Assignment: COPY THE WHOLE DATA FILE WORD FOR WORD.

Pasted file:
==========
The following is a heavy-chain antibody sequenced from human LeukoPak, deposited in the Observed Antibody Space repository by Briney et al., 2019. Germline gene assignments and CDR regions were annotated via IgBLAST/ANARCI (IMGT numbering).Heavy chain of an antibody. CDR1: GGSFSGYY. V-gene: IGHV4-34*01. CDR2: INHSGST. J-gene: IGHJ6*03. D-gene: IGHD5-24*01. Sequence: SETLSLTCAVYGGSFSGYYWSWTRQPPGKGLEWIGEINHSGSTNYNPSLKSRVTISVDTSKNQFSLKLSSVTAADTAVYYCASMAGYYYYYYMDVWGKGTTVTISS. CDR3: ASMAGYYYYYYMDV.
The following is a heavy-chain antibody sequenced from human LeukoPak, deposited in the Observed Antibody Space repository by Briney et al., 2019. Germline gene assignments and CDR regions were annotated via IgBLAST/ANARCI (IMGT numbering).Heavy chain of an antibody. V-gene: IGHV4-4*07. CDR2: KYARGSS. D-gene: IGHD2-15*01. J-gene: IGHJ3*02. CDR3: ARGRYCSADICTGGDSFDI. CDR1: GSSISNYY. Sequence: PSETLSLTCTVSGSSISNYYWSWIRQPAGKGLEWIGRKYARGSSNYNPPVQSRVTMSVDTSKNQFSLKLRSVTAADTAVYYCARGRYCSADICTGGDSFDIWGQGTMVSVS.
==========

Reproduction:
The following is a heavy-chain antibody sequenced from human LeukoPak, deposited in the Observed Antibody Space repository by Briney et al., 2019. Germline gene assignments and CDR regions were annotated via IgBLAST/ANARCI (IMGT numbering).Heavy chain of an antibody. CDR1: GGSFSGYY. V-gene: IGHV4-34*01. CDR2: INHSGST. J-gene: IGHJ6*03. D-gene: IGHD5-24*01. Sequence: SETLSLTCAVYGGSFSGYYWSWTRQPPGKGLEWIGEINHSGSTNYNPSLKSRVTISVDTSKNQFSLKLSSVTAADTAVYYCASMAGYYYYYYMDVWGKGTTVTISS. CDR3: ASMAGYYYYYYMDV.
The following is a heavy-chain antibody sequenced from human LeukoPak, deposited in the Observed Antibody Space repository by Briney et al., 2019. Germline gene assignments and CDR regions were annotated via IgBLAST/ANARCI (IMGT numbering).Heavy chain of an antibody. V-gene: IGHV4-4*07. CDR2: KYARGSS. D-gene: IGHD2-15*01. J-gene: IGHJ3*02. CDR3: ARGRYCSADICTGGDSFDI. CDR1: GSSISNYY. Sequence: PSETLSLTCTVSGSSISNYYWSWIRQPAGKGLEWIGRKYARGSSNYNPPVQSRVTMSVDTSKNQFSLKLRSVTAADTAVYYCARGRYCSADICTGGDSFDIWGQGTMVSVS.